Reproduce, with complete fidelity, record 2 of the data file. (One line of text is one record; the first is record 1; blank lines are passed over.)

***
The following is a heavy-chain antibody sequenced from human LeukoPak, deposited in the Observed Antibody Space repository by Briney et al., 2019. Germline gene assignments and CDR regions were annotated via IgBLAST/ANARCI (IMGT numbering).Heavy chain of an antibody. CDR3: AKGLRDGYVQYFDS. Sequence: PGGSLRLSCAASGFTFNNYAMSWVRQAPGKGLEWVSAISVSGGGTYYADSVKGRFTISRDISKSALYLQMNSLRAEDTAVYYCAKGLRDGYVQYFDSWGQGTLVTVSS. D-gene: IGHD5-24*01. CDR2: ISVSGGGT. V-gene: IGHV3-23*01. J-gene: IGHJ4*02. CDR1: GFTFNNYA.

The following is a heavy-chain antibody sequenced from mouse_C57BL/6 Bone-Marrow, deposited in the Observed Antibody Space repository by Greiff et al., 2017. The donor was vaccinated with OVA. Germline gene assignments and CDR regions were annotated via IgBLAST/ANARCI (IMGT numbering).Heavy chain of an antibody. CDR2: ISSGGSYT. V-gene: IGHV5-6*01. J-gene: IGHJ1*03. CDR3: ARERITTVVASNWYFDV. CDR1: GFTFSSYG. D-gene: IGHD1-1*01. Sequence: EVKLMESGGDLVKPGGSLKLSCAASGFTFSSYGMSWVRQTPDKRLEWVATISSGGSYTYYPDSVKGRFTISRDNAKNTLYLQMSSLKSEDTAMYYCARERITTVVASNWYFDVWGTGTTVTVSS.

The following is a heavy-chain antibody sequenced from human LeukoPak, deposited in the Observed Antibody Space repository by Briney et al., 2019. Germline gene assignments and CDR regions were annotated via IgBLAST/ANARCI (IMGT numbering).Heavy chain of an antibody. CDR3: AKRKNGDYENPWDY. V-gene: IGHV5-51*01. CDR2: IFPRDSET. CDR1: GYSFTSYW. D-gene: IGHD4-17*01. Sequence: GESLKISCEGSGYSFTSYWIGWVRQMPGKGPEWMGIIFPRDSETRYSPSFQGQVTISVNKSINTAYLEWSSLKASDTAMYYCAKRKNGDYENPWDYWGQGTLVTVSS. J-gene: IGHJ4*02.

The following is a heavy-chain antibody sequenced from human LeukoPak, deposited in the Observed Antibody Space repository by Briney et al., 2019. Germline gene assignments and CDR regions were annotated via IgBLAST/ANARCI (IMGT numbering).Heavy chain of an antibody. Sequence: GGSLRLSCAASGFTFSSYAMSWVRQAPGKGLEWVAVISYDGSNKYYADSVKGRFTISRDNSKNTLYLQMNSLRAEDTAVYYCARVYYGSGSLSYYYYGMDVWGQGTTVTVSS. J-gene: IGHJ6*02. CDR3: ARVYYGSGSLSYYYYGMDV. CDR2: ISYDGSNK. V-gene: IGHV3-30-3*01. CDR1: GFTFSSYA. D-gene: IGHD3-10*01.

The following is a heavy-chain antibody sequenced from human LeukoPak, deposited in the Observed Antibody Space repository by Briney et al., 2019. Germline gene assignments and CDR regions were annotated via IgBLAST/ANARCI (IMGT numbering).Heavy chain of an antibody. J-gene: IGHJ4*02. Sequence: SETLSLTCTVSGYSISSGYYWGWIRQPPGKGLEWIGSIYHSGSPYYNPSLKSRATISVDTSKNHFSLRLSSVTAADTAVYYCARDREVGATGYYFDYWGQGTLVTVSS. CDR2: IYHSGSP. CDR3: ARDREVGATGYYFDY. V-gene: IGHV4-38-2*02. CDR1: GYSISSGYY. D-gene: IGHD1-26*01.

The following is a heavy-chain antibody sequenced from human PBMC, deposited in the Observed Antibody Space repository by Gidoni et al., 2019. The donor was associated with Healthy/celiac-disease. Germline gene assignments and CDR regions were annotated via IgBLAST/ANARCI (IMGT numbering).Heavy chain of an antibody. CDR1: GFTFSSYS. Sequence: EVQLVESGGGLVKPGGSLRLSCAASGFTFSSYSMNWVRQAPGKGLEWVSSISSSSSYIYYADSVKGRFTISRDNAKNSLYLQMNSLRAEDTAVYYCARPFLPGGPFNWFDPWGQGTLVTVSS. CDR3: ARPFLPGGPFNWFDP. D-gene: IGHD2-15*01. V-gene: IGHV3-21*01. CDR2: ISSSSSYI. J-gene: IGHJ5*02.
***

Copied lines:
The following is a heavy-chain antibody sequenced from mouse_C57BL/6 Bone-Marrow, deposited in the Observed Antibody Space repository by Greiff et al., 2017. The donor was vaccinated with OVA. Germline gene assignments and CDR regions were annotated via IgBLAST/ANARCI (IMGT numbering).Heavy chain of an antibody. CDR2: ISSGGSYT. V-gene: IGHV5-6*01. J-gene: IGHJ1*03. CDR3: ARERITTVVASNWYFDV. CDR1: GFTFSSYG. D-gene: IGHD1-1*01. Sequence: EVKLMESGGDLVKPGGSLKLSCAASGFTFSSYGMSWVRQTPDKRLEWVATISSGGSYTYYPDSVKGRFTISRDNAKNTLYLQMSSLKSEDTAMYYCARERITTVVASNWYFDVWGTGTTVTVSS.